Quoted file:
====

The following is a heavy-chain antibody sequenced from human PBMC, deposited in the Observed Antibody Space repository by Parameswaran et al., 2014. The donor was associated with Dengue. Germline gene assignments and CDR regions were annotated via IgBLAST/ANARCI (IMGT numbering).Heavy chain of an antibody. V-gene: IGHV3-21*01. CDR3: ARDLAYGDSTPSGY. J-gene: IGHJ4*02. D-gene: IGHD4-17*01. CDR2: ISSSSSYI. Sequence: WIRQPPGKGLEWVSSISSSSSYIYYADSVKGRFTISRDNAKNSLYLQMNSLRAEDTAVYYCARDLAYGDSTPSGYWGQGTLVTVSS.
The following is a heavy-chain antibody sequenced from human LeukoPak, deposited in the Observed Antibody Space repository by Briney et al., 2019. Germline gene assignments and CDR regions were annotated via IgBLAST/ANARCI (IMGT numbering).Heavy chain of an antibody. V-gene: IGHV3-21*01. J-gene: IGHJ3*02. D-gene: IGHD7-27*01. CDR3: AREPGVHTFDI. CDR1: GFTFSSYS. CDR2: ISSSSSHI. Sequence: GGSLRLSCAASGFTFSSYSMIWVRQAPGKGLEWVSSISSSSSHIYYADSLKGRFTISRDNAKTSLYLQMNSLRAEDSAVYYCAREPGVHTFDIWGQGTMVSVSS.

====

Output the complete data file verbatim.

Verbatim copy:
The following is a heavy-chain antibody sequenced from human PBMC, deposited in the Observed Antibody Space repository by Parameswaran et al., 2014. The donor was associated with Dengue. Germline gene assignments and CDR regions were annotated via IgBLAST/ANARCI (IMGT numbering).Heavy chain of an antibody. V-gene: IGHV3-21*01. CDR3: ARDLAYGDSTPSGY. J-gene: IGHJ4*02. D-gene: IGHD4-17*01. CDR2: ISSSSSYI. Sequence: WIRQPPGKGLEWVSSISSSSSYIYYADSVKGRFTISRDNAKNSLYLQMNSLRAEDTAVYYCARDLAYGDSTPSGYWGQGTLVTVSS.
The following is a heavy-chain antibody sequenced from human LeukoPak, deposited in the Observed Antibody Space repository by Briney et al., 2019. Germline gene assignments and CDR regions were annotated via IgBLAST/ANARCI (IMGT numbering).Heavy chain of an antibody. V-gene: IGHV3-21*01. J-gene: IGHJ3*02. D-gene: IGHD7-27*01. CDR3: AREPGVHTFDI. CDR1: GFTFSSYS. CDR2: ISSSSSHI. Sequence: GGSLRLSCAASGFTFSSYSMIWVRQAPGKGLEWVSSISSSSSHIYYADSLKGRFTISRDNAKTSLYLQMNSLRAEDSAVYYCAREPGVHTFDIWGQGTMVSVSS.